Narendra Modi is on his second visit to the United Kingdom after he took over as the Prime Minister of India in May 2014. On Wednesday, Modi held a unique interaction with the Indian diaspora there called 'Bharat Ki Baat Sabke Saath' at the Central Hall Westminster in London. Modi's address, though a surprising two-way talk this time, was reminiscent of his speech at the Wembley Stadium three years ago.
Apart from the marked change in attire — from his trademark kurta pyjama and half vest to 'suit-boot'- Modi's approach and the overall stance was much softer given that back in 2015 he was just a year in power and now the situation stands reversed.
Though some of his talks were mere reiterations of his previous addresses in India and abroad, he was much clearer in picking his enemies this time. From the obvious attack on the Opposition to nailing Pakistan on the issue of surgical strikes, Modi was direct and more precise. He also made sure that he projects himself as someone open to criticism as he mentioned that the secret to his stamina was of "1kg-2kg of gaalis (abuses) daily".
This time, apart from the usual mention of his humble start as a tea-seller at the railway station, Modi also took along the middle-class to weave in his message for the masses. At Wembley in 2015, Modi had said, "The dreams you have seen, the dreams every Indian has seen...we have the capability to realise those dreams". Three years down the line Modi has mellowed and remarked that he is only human and humans make mistake.
In 2015, Modi's aim was to project India as a global power, "The world is recognising India as a power. It is looking at India as a land of opportunities" he had said, but this time he was determined to look within. The approach was inward and instead of announcing a direct London-Ahmedabad flight, Modi discussed issues plaguing India. While in Wembley Modi had talked about terrorism and global warming, in Westminster, he was specific to surgical strikes and the sanitation problem in India. Though, he remained consistent in his goal to highlight his government's efforts to build more toilets in India.
Farmers were also discussed as Modi promised to "double their income by 2022", adding to the long-list of long-sighted dreams he has made the country see. But the prime minister was very sharp in his rebuttal to Pakistan on India's surgical strikes. "Through surgical strike, our jawans gave a befitting reply to those who export terror. We believe in peace. But we will not tolerate those who like to export terror. We will give back strong answers and in the language they understand. Terrorism will never be accepted", Modi stated firmly. “Bharat Aankh Jhukaakar Ya Aankh Uthaakar Nahi Balki Aankh Milaakar Baat Karne Mein Vishwaas Karta Hai" was the clear message from the stage.
But apart from that, Modi laid much of his emphasis on the principles of democracy in his Westminster address. "Democracy is not any contract or agreement, it is about participative governance. Constructive criticism strengthens democracy," he said. But he was quick to add in the current context of rising heat against his government that "criticism has turned into allegations now" and that "criticism is democracy's biggest strength while allegation is its biggest enemy".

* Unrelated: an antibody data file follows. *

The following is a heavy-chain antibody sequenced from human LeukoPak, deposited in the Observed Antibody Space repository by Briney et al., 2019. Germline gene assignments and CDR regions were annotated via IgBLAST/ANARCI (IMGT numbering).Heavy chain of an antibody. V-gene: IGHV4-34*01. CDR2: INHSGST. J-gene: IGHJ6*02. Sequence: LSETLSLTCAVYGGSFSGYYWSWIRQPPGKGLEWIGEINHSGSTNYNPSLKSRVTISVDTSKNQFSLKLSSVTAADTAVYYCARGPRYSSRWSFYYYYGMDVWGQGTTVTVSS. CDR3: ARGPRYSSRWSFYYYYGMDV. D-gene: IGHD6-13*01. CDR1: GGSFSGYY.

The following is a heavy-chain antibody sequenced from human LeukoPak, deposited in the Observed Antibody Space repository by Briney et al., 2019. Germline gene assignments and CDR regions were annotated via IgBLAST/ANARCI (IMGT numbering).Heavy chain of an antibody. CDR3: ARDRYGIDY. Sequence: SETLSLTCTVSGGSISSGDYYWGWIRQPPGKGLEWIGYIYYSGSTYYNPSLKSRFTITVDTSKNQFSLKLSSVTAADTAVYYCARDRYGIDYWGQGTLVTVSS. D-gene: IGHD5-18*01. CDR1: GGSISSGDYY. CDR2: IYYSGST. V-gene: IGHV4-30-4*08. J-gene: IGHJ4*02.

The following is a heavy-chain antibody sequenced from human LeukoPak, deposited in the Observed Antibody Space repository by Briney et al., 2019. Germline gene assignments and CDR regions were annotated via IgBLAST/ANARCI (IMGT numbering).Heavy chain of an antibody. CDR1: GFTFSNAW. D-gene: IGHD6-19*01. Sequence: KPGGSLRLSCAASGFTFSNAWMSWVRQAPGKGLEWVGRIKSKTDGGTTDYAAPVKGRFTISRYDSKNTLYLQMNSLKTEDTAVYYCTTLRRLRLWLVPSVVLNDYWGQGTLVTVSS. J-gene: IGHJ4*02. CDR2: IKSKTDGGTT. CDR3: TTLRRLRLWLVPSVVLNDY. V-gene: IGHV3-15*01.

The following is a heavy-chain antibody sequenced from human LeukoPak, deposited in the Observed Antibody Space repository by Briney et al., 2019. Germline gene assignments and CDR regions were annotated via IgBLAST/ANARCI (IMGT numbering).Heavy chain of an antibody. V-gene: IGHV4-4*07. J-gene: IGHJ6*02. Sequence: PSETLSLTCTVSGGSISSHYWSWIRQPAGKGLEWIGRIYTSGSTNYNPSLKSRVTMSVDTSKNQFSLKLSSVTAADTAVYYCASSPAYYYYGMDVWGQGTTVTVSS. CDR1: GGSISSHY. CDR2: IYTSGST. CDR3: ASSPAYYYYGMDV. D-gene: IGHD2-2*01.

Perhaps, in a matter of three years, Modi has realised the burden of expectations on him in a more rational way. So instead of boasting of fulfilling all dreams, he said, "Yes, people have more expectations from us because they know that we can deliver. People know that when they say something, the government will listen and do it." He also made a rare admission to play down his larger-than-life image by saying "I was not born with an aim to be in history books. I request you all to remember our country and not Modi. I am just like you all, a common citizen of India. And, I also have drawbacks like normal people do."
He also did not forget to once again mention Mahatma Gandhi's teachings. Since just like mentioning Ambedkar works in India to connect with the backward class, the Mahatma mention is important to bind a global audience. But while earlier he had talked about his virtues like non-violence, this time it was about "development turning into a Jan Andolan" just like Gandhi's movements did.
Though his mention of Lord Basaveshwara who is the deity of — poll-bound Karnataka's minority Lingayat community — was a definitive electoral stroke, he played it rather subtly in the form an answer to a viewer's question.
So all-in-all it was a different Modi we got to see on Wednesday night in Westminster than the one we saw in Wembley three years back. This was a more restrained, composed and calculated version of his keeping in mind, not just the now-being realised burden of expectations but also the to-be-realised dream to come back to power again in 2019.
Updated Date: Apr 20, 2018 15:52 PM